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Town profile: Melrose

At first count there are eighteen towns and villages in North America called Melrose. Their attractions range from Scottish settlements in Nova Scotia to Victorian homes in Massachusetts and an award-winning vineyard in Oregon. You can also find Melrose in New Brunswick and Quebec, and a Melrose in New Zealand and Australia. The US, Canada, New Zealand and Australia are historically the four top destinations for Scottish emigrants, so what is it about Melrose in Scotland that inspired so many people to carry the name with them?

Melrose Abbey in the Scottish Borders The original Melrose is one of the Scottish Borders' four great abbey towns and is home to one of Britain's most beautiful abbey ruins. Like its sister Cistercian abbeys, Rievaulx and Sweetheart, Melrose Abbey is a graceful amalgamation of geometrical beauty and sacred space. The abbey offers a special opportunity for those interested in the history of Robert the Bruce, who founded the current abbey and whose heart is buried on its grounds.

stained glass window depicting the conversion of Merlin by Kentigern (St Mungo), Stobo parish kirkMelrose is also known for its legendary associations; it is strongly linked to King Arthur, who is thought to be sleeping in the nearby Eildon Hills. Southern Scotland has a strong Arthurian tradition which in many ways supercedes, and certainly predates the generally more familiar version put forward by Geoffrey of Monmouth in the twelfth century. This Scottish tradition incorporates some significant differences to the traditional arrangements of characters, for example, the Scottish Merlin "Wyllt" is a wild prophet of the woods, who is converted to Christianity by St Kentigern (St Mungo) and buried near the river Tweed.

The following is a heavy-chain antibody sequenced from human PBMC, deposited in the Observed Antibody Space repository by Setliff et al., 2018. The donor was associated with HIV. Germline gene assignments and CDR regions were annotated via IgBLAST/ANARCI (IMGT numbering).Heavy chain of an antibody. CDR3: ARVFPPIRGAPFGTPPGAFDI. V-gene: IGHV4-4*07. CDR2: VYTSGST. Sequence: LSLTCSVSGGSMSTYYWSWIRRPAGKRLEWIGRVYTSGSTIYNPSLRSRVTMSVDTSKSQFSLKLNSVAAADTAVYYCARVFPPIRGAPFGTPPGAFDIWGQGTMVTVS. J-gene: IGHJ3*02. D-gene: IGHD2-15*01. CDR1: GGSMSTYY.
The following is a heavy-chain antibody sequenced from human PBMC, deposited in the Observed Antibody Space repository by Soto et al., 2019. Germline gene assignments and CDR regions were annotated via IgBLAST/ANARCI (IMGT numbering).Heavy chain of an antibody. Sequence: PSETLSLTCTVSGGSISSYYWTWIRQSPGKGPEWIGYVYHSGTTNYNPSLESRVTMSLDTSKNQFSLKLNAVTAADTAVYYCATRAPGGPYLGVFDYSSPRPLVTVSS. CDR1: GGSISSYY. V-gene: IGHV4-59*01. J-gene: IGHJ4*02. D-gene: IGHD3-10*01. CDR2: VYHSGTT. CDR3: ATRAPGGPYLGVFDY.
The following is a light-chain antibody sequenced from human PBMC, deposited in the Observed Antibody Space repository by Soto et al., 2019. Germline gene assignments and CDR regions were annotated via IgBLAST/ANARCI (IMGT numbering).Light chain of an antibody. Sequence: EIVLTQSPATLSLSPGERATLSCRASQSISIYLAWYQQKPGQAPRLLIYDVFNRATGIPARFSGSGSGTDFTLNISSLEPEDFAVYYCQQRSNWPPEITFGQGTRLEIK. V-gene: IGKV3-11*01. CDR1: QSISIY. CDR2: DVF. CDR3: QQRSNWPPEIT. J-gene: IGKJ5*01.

Built on the banks of the river Tweed and only two miles from Melrose, Abbotsford was the home of Sir Walter Scott, author of Ivanhoe, Rob Roy and the Waverley novels. Scott was a lifelong devotee of this particularly beautiful part of the Scottish Borders. The publication of one of his most popular works, The Lay of the Last Minstrel, drew many visitors to Melrose in the hope of seeing the abbey as Scott describes it:

If thou would'st view fair Melrose aright,
Go visit it by the pale moonlight;
For the gay beams of lightsome day
Gild, but to flout, the ruins grey.
Where the broken arches are black in night,
And each shafted oriel glimmers white;
When the cold light's uncertain shower
Streams on the ruin'd central tower;
When buttress and buttress, alternately,
Seem fram'd of ebon and ivory;
When silver edges the imagery,
And the scrolls that teach thee to live and die;
When distant Tweed is heard to rave
And the owlet to hoot o'er the dead man's grave
Then go—but go alone the while—
Then view St. David's ruin'd pile;
And, home returning, soothly swear,
Was never scene so sad and fair!

There is some considerable doubt as to whether Scott actually visited the ruins of the abbey at night, but we at Scottish Language Dictionaries can definitely vouch for Melrose abbey earlier in the day: at sunset the abbey walls glow a deep and rosy pink... weather permitting, of course.